Heath Streak was a fine Zimbabwean cricketer who died young recently after completing 50 years in this transitory world. In a macabre reflection of where the media’s anticipatory tendencies have taken us, he was pronounced dead by a host of messengers weeks before the all-rounder actually breathed his last, his wife ultimately providing confirmation that the fighter of many a battle had succumbed to colon cancer.
The circumstances that led to a premature pronouncement of a final departure from the scene by a prominent individual in this case may be open to honest introspection. The truth however is that the keenness has been there since humans discovered the urge to be ‘the first’ amongst curious equals to discover and proclaim a piece of truth and then promptly spread it. Obituaries have often been described as being among the vital material that provide a newspaper its soul.
Before Heath Streak, there was this great actor in our neighbourhood who repeatedly fell to speculators in a hurry to confirm that he was, after all, mortal. And there may be so many other instances that will promptly come to your mind unveiling this most bizarre aspect of our every-day dealing with other human beings.
The death of a well-known figure bowing out from the worldly stage has to be reported in a manner that brings out the departing personality to the fore, in all its glory. Furthermore, if the formula of balance that is followed on other pages has to be applied here, the modern trend is to at least hint at the low points or controversies along the way.
There has long been a debate in English-language Pakistani newspapers about the terminology used in news stories about the death of well-known figures, the consensus about ordinary people being that they have to be killed to qualify for a newspaper mention. There is a strong desire among the knowledgeable and the more learned to follow the big publications in the past. Therefore, a truly progressive and rightly inspired editor would encourage the use of the simple and authoritative ‘someone is dead’ over the more local versions that try to pander to the cheap and linguistically backward phrases such as has passed away’ or ‘has breathed his last’
It is also normal for newspapers in Pakistan to follow the British model of preparing an obituary in anticipation of a death ‘feared imminently’. Some editors are more eager than others to keep their supply of obituaries current and running, but since even the most commanding of them cannot tell the future, their plans may often lead to strange situations.
Imagine the consternation and pain someone condemned to live perpetually in the grey zone must have had to endure when asked to write with finality about two stalwarts who, the grapevine and scientific scenarios suggested, were ‘on their way out’. Not only did both the subjects of ‘homage’ in this instance manage to stretch it out for a considerable period of time beyond the obituary-writer’s imagination, they outlasted the poor obituary author’s own term with the editor and his newspaper. The two write-ups never went to the press, since it has presumably been decided that as ‘personal’ pieces obituaries must carry the bylines of their creators.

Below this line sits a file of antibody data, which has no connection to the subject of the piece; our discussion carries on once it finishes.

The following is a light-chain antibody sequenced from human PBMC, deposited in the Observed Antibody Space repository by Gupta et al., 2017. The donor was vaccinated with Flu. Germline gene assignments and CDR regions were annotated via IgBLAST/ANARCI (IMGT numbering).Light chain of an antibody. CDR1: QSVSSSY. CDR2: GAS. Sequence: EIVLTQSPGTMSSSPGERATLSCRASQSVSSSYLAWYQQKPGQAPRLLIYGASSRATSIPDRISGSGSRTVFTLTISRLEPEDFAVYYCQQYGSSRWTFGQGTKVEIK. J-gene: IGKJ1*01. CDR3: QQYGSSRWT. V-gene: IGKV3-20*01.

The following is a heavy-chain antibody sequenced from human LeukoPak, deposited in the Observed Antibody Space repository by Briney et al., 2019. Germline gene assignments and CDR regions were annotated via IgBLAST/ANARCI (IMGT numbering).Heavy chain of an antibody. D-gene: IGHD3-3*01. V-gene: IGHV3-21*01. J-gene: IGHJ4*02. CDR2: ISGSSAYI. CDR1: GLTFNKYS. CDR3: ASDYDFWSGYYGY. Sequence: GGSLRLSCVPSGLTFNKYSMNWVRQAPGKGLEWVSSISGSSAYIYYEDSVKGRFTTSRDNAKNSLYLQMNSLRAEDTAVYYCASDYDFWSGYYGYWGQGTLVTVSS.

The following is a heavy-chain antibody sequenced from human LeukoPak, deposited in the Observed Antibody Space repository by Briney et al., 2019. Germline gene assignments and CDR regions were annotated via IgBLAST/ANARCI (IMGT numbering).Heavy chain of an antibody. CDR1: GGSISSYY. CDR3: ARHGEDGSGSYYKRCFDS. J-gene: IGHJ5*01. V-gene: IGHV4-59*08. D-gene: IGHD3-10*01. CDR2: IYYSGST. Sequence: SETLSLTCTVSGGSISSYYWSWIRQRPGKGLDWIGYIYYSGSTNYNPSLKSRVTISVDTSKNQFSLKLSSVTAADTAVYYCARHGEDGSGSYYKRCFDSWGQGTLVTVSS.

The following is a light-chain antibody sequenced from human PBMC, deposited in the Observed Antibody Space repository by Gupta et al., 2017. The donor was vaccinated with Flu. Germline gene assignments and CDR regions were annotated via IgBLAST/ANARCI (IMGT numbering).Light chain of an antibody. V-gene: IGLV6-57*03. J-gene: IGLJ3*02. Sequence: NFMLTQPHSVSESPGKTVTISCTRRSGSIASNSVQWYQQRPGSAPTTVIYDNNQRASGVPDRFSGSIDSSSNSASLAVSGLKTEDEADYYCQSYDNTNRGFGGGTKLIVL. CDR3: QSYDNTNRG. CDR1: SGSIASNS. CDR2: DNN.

Perhaps more accurately, the two obituaries were not up to the mark to begin (or end) with. In contrast, just imagine the frustration of a newsroom which had managed to secure a beautiful obituary about a living giant only to have the writer himself take an unscheduled and sudden exit from the proceedings. Indeed this was one moment which demanded the suspension of convention in favour of a befitting tribute to two brilliant personalities who were, sadly, not with us now.
There are people who would insist that one had to literally die to get the imagination of some writers running to a point where they could recreate a life. It was said about a most famous and very loveable journalist and Urdu writer that he needed (the sight of) blood to come up with his most moving pieces. Others, it can be argued, are good at building that emotional level inside, most notably by tactics such as flooding their narration with heavy adjectives to sustain gloomiest doomsday scenarios.
The habit is most visible in the way we analysts must paint our politicians one after another as having run the course of their (political) life. It is not just sufficient for us to observe that a Benazir, a Nawaz or a Khan may be passing through a tricky, tough, difficult phase in their politics. We must come up with the hurried epitaph of their politics. This is not where we end. In the true fashion of advance obituaries, we must next conclude the lethal dangers existing beyond their politics right down to their person.Asha’ar Rehman, "Obituaries of haste," The News. 2023-09-09.
Keywords: Political science , Political issues , Political rights , Politicians , Benazir , Zimbabwe , Pakistan